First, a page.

My fourth teacher was Mr. Frohm, his influence was not for the good. He taught me the things that you should not do. Some of my HS friends might disagree with me but I had a rotten experience with him and this is how I grew and learned when I got older about how to treat a teenager. He was too involved with pranks, he looked the other way when it came to bullying and he thought it was all in fun when someone was locked in a cello cabinet all lunch time. He made me feel as if I was worthless at a time when I was struggling to find my identity. He made me feel untalented and worst of all ugly. He let my band mates tease me without ever saying a word. Its a stuggle enough to be a sixteen year old just from dealing with the hormonal changes, emotional abuse that other kids can dish out without having to have a teacher who encouraged it.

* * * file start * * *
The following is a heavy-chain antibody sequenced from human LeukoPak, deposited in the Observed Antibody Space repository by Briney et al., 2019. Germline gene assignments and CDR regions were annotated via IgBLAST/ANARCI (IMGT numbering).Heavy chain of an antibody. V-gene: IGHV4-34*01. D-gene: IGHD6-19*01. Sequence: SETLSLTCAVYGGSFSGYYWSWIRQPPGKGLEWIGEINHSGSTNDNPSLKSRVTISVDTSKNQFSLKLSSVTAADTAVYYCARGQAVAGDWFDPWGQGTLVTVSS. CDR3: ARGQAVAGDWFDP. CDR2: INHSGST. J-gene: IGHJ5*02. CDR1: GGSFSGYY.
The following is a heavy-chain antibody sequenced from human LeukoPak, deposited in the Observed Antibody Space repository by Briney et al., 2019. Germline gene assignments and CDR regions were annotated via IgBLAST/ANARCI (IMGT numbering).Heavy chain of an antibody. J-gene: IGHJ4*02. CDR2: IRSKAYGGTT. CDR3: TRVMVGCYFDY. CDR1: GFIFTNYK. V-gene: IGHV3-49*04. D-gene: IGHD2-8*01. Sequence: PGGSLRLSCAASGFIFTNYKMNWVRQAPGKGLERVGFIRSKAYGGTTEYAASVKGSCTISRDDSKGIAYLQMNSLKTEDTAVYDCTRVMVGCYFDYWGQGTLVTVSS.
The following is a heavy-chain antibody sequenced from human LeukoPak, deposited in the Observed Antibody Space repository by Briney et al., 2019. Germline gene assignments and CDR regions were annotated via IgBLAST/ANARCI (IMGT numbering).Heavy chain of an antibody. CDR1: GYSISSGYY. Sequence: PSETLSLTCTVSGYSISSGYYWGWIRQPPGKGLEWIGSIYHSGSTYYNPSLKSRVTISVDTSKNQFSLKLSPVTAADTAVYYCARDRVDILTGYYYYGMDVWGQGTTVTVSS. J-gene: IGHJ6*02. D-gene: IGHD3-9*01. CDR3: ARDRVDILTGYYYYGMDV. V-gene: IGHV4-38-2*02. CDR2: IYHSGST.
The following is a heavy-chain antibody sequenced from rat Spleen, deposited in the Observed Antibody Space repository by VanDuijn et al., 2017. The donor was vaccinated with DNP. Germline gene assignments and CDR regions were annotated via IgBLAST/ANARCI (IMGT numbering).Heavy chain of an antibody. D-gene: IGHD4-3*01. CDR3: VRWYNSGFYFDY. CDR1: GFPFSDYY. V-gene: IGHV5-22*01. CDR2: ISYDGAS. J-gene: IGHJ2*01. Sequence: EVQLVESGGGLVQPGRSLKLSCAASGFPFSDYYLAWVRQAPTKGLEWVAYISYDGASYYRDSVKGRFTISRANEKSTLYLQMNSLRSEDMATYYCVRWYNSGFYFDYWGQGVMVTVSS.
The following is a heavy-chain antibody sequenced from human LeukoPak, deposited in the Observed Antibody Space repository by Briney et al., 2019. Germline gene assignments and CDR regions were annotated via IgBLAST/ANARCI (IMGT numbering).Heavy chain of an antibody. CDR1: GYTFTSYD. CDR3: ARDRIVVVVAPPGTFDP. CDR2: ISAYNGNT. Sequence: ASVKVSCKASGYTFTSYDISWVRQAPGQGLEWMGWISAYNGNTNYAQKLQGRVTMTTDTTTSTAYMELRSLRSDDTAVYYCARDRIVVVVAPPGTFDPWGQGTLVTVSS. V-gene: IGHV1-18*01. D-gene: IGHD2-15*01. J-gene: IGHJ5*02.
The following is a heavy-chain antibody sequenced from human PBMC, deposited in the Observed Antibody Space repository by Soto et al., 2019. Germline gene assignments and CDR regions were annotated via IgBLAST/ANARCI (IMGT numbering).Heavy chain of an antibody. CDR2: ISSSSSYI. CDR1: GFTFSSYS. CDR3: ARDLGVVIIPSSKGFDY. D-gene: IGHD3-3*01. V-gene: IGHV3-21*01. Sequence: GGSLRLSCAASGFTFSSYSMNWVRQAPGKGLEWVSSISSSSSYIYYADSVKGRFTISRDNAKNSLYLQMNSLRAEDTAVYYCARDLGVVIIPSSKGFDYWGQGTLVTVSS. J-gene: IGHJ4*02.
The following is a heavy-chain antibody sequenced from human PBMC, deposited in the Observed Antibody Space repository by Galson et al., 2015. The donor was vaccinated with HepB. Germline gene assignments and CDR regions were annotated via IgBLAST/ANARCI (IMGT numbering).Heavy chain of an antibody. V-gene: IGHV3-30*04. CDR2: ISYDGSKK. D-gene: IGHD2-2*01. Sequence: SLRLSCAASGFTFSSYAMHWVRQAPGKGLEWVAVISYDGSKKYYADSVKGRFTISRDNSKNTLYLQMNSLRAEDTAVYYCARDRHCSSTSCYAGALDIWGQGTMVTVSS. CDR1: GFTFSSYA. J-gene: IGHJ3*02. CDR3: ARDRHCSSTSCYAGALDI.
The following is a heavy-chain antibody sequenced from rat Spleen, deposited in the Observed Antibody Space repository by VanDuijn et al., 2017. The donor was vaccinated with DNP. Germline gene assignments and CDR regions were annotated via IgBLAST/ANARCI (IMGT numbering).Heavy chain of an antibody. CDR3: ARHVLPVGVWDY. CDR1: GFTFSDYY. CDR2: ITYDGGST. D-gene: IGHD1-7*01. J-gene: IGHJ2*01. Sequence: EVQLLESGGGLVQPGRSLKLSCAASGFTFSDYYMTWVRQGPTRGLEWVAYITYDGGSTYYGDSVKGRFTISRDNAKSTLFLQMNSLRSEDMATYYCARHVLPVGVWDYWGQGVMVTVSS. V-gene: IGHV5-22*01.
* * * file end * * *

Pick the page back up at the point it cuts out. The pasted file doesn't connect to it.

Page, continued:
From him I learned to do the opposite. I learned that teenagers are important. Their interests, there dreams, there self worth is everything that needs to be built up instead of tearing down when they are between the ages of 13 and 18. They should be taught to shine though your adult words. They should be listened to, and not judge. As adults we are to counsel when asked after encouraging them to talk to their parents, and most importantly help them to feel like as if they can live in an adult world and know how to deal with adult problems.
The Fifth teacher to influence me was a college professor. Dr. Robison. She encouraged me to continue on my quest to teach english. This she did by allowing me to lead discussions, help take the role while studying for exams and just her support of the idea that this is what I really wanted to do with my life.